Third Edition (1986)
The 3rd edition of Gamma World was another boxed set, credited to James M. Ward. It introduced the Action Control Table, a color-coded table used to resolve nearly all actions in the game. (Color-coded tables were something of a trend at TSR in the mid-1980s. After 1984's Marvel Super Heroes proved the viability of the concept, TSR revised Gamma World, Star Frontiers, and Top Secret to use similar tables.) Unfortunately for TSR, this version of the rules became notorious for the number of editorial mistakes, including cross-references to rules that didn't appear in the boxed set. The errors were serious enough that TSR published a Gamma World Rules Supplement containing the "missing" rules. The Rules Supplement was sent to gamers who requested it by mail, and included in reprintings of the boxed set.
The five modules TSR published for Gamma World's 3rd edition introduced the setting's first multi-module metaplot, which involved rebuilding an ancient 'sky chariot':
- GW6, Alpha Factor by Kim Eastland
- GW7, Beta Principle by Bruce Nesmith
- GW8, Gamma Base by Kim Eastland
- GW9, Delta Fragment by Kim Eastland
- GW10, Epsilon Cyborgs by Kim Eastland
TSR dropped the 3rd edition of Gamma World from its product line before the multi-module storyline could be completed. In 2003 an unofficial conclusion to the series was published under the title GW11 Omega Project.
Despite its editorial issues, the 3rd edition rules were well-received enough to win the 1986/1987 Gamer's Choice Award for "Best Science-Fiction Roleplaying Game".
Fourth Edition (1992)
The 4th edition of Gamma World was a 192-page softcover book, written by Bruce Nesmith and James M. Ward, published in May 1992 by TSR. This version of the game abandoned the 3rd edition's Action Control Table for mechanics resembling 2nd Edition Advanced Dungeons & Dragons. TSR published five accessories for the 4th edition:
- GWA1, Treasures of the Ancients by Dale "Slade" Henson (ISBN 1-56076-577-1)
- GWA2, The Overlord of Bonparr by Jack A. Barker (ISBN 1-56076-599-2)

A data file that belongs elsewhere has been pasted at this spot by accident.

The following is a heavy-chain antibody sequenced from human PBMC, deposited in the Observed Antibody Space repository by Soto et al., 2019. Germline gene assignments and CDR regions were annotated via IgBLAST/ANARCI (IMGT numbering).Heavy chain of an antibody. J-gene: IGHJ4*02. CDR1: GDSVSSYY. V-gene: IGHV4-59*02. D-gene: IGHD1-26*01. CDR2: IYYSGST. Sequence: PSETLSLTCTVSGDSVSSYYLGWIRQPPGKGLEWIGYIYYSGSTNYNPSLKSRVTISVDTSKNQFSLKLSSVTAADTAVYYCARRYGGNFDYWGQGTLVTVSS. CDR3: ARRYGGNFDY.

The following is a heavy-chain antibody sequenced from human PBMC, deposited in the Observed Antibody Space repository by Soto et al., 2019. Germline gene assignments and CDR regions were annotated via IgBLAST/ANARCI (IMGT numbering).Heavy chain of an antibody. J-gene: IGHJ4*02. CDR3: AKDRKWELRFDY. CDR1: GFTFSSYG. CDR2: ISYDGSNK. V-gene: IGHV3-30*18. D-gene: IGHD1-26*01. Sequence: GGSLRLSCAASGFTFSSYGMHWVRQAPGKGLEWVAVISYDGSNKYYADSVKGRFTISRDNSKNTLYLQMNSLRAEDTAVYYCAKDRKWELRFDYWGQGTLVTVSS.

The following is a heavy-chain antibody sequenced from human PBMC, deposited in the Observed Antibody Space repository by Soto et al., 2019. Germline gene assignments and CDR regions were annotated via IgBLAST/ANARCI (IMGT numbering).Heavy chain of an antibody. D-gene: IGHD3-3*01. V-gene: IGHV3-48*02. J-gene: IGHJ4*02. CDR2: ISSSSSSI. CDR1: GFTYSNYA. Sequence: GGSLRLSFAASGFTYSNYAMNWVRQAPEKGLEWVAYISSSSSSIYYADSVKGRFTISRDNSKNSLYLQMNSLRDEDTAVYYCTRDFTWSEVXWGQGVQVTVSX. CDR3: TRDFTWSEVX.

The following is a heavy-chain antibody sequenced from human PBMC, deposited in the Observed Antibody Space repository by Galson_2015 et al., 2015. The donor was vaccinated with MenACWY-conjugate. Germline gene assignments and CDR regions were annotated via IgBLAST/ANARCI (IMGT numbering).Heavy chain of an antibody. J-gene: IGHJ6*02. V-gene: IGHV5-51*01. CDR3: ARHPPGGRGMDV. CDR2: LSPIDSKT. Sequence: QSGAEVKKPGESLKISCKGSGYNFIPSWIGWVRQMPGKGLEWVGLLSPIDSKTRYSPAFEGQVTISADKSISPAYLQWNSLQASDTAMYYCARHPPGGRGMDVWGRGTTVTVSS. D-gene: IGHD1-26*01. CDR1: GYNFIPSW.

- GWQ1, Mutant Master by Bruce Nesmith (ISBN 1-56076-411-2)
- GWQ2, All Animals Are Equal by Dale "Slade" Henson (ISBN 1-56076-638-7)
- GWQ3, Home Before the Sky Falls by Tim Beach, Paul Riegel, Drew Bittner, and Kim Eastland (ISBN 1-56076-674-3)
TSR's Gamma World development team announced at Gen Con 1993 that no further products would be released for the 4th edition. They also announced that TSR had restarted development of Metamorphosis Alpha to Omega, but that the manuscript would be completed using the Amazing Engine rules.
Fifth Edition (2000)
The 5th version of Gamma World was a supplement for the science-fiction game Alternity. (In a nod to Gamma World's reputation for being repeatedly revised, the book's back cover states "That's right, it's the return of the Gamma World".) The Gamma World Campaign Setting (ISBN 0-7869-1629-X) was a 192-page softcover book written by Andy Collins and Jeff Grubb, published in 2000 by Wizards of the Coast (WOTC), only a month after WOTC announced its cancellation of the Alternity line. This version of Gamma World is unique as the only one not to have accessories or supplements.
Omega World (2002)
In September 2002, Omega World, a d20 System mini-game based on Gamma World and written by Jonathan Tweet, was published in Dungeon 94/Polyhedron 153. Tweet does not plan any expansions for the game, although it received a warm reception from Gamma World fans and players new to the concept alike.
Sixth Edition (2003)
In November 2002, Sword & Sorcery Studios (SSS) announced that it had licensed the Gamma World setting from WOTC in order to produce a sixth version of the game. SSS's version of the game, which reached the market in 2003, used the d20 Modern system, and mimicked D&D's "three core book" model with three hardcover manuals: